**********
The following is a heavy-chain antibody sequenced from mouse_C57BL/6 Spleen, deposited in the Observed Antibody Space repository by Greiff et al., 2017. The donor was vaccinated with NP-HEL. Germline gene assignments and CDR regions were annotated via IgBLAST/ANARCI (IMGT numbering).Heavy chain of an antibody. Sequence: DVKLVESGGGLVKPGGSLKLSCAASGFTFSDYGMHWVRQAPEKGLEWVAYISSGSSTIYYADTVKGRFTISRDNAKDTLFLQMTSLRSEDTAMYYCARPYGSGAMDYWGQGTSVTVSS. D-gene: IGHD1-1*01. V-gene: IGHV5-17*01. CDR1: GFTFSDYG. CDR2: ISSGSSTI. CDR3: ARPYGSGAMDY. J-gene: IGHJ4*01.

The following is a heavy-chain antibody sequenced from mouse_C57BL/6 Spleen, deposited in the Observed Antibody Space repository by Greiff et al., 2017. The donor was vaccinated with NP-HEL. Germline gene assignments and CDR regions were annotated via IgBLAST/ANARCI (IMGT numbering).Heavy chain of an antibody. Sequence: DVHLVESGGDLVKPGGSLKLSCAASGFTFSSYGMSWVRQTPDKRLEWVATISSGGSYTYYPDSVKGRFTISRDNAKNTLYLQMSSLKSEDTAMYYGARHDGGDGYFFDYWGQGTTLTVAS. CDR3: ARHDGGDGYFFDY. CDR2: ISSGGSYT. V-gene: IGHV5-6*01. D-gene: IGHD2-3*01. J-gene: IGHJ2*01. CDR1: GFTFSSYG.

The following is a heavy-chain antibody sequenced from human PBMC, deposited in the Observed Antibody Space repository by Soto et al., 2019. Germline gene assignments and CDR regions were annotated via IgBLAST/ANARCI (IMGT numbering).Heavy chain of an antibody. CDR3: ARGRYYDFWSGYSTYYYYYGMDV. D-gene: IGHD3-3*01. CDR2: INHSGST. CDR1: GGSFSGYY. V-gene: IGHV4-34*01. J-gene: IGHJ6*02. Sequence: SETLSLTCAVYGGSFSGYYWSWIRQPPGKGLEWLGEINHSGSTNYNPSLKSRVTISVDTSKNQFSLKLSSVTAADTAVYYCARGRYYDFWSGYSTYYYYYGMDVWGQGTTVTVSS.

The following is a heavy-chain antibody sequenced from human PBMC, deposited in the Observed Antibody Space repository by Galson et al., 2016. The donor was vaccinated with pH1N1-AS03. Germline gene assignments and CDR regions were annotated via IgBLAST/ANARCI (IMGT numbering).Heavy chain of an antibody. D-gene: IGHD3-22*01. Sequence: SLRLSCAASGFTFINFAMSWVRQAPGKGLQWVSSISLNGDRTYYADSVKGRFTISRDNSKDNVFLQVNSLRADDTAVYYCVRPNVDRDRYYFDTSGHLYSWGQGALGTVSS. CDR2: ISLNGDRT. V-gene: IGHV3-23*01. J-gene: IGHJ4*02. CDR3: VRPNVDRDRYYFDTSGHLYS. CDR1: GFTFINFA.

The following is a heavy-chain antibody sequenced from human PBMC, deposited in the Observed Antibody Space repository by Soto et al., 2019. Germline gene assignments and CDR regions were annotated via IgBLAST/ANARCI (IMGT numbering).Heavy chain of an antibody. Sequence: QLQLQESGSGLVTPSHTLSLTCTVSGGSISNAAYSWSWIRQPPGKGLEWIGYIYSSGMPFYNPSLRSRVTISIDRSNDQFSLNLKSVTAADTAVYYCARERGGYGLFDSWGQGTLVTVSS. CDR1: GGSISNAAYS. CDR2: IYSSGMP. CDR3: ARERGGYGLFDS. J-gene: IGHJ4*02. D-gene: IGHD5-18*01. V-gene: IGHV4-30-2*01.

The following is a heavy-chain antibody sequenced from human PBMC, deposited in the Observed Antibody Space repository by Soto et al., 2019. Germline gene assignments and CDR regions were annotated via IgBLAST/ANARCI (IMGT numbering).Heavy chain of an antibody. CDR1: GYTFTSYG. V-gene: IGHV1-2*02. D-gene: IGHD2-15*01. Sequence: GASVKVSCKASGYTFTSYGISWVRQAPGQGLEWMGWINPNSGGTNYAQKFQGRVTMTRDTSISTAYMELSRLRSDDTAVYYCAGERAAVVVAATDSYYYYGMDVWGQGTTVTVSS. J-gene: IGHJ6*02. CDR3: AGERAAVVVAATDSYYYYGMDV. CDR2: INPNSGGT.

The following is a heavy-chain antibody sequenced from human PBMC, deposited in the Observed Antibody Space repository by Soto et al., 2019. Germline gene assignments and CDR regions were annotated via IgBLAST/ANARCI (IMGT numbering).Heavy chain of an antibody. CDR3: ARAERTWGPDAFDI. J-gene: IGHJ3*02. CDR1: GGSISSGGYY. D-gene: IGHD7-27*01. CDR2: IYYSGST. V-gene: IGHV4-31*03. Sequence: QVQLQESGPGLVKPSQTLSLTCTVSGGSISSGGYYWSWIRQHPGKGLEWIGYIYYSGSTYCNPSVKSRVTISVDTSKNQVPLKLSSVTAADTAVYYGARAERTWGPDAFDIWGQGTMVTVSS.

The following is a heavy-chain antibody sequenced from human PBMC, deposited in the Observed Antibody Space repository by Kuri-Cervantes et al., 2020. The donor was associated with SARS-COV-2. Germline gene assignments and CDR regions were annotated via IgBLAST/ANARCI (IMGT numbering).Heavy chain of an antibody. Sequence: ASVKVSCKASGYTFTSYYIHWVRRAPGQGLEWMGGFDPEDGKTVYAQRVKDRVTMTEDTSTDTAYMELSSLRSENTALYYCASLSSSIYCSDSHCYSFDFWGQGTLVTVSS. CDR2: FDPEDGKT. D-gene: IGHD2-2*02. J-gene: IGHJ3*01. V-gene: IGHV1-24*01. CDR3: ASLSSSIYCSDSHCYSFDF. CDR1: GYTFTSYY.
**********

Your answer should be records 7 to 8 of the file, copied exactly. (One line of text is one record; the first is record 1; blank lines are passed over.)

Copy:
The following is a heavy-chain antibody sequenced from human PBMC, deposited in the Observed Antibody Space repository by Soto et al., 2019. Germline gene assignments and CDR regions were annotated via IgBLAST/ANARCI (IMGT numbering).Heavy chain of an antibody. CDR3: ARAERTWGPDAFDI. J-gene: IGHJ3*02. CDR1: GGSISSGGYY. D-gene: IGHD7-27*01. CDR2: IYYSGST. V-gene: IGHV4-31*03. Sequence: QVQLQESGPGLVKPSQTLSLTCTVSGGSISSGGYYWSWIRQHPGKGLEWIGYIYYSGSTYCNPSVKSRVTISVDTSKNQVPLKLSSVTAADTAVYYGARAERTWGPDAFDIWGQGTMVTVSS.

The following is a heavy-chain antibody sequenced from human PBMC, deposited in the Observed Antibody Space repository by Kuri-Cervantes et al., 2020. The donor was associated with SARS-COV-2. Germline gene assignments and CDR regions were annotated via IgBLAST/ANARCI (IMGT numbering).Heavy chain of an antibody. Sequence: ASVKVSCKASGYTFTSYYIHWVRRAPGQGLEWMGGFDPEDGKTVYAQRVKDRVTMTEDTSTDTAYMELSSLRSENTALYYCASLSSSIYCSDSHCYSFDFWGQGTLVTVSS. CDR2: FDPEDGKT. D-gene: IGHD2-2*02. J-gene: IGHJ3*01. V-gene: IGHV1-24*01. CDR3: ASLSSSIYCSDSHCYSFDF. CDR1: GYTFTSYY.